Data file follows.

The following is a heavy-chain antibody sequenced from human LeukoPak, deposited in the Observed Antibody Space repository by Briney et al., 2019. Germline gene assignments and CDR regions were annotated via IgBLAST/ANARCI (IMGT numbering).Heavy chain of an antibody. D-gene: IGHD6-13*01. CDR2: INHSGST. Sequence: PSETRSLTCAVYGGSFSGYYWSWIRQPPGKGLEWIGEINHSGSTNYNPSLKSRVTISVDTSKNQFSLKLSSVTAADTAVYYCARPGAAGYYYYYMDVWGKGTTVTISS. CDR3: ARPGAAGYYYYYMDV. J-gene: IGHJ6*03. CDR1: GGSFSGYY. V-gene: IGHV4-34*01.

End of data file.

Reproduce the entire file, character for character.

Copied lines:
The following is a heavy-chain antibody sequenced from human LeukoPak, deposited in the Observed Antibody Space repository by Briney et al., 2019. Germline gene assignments and CDR regions were annotated via IgBLAST/ANARCI (IMGT numbering).Heavy chain of an antibody. D-gene: IGHD6-13*01. CDR2: INHSGST. Sequence: PSETRSLTCAVYGGSFSGYYWSWIRQPPGKGLEWIGEINHSGSTNYNPSLKSRVTISVDTSKNQFSLKLSSVTAADTAVYYCARPGAAGYYYYYMDVWGKGTTVTISS. CDR3: ARPGAAGYYYYYMDV. J-gene: IGHJ6*03. CDR1: GGSFSGYY. V-gene: IGHV4-34*01.